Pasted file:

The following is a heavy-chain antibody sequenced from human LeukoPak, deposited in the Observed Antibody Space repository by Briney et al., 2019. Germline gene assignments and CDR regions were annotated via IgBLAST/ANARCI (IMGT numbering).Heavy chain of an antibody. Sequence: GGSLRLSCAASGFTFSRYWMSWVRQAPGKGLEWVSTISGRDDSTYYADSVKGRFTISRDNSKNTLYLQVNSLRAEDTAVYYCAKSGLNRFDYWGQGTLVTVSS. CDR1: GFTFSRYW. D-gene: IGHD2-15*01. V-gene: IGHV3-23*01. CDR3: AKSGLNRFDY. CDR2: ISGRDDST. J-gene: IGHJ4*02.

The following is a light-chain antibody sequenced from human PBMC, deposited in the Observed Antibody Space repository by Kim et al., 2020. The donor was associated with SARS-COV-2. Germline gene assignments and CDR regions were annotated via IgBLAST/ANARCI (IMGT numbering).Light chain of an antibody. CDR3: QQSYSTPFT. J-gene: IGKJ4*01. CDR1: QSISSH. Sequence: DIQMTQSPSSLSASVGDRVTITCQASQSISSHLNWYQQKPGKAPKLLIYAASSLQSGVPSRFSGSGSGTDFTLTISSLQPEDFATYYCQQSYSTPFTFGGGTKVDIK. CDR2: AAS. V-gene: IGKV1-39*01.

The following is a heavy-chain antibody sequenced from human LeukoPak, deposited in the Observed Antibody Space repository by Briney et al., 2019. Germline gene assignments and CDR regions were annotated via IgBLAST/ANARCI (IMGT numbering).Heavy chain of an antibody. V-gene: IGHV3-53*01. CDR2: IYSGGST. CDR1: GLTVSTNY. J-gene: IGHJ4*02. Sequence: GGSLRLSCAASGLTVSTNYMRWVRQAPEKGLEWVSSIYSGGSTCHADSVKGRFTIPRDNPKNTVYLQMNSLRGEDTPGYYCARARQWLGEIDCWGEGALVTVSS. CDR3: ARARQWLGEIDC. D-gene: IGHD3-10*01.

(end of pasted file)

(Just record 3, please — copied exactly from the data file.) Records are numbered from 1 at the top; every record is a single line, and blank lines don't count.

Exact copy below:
The following is a heavy-chain antibody sequenced from human LeukoPak, deposited in the Observed Antibody Space repository by Briney et al., 2019. Germline gene assignments and CDR regions were annotated via IgBLAST/ANARCI (IMGT numbering).Heavy chain of an antibody. V-gene: IGHV3-53*01. CDR2: IYSGGST. CDR1: GLTVSTNY. J-gene: IGHJ4*02. Sequence: GGSLRLSCAASGLTVSTNYMRWVRQAPEKGLEWVSSIYSGGSTCHADSVKGRFTIPRDNPKNTVYLQMNSLRGEDTPGYYCARARQWLGEIDCWGEGALVTVSS. CDR3: ARARQWLGEIDC. D-gene: IGHD3-10*01.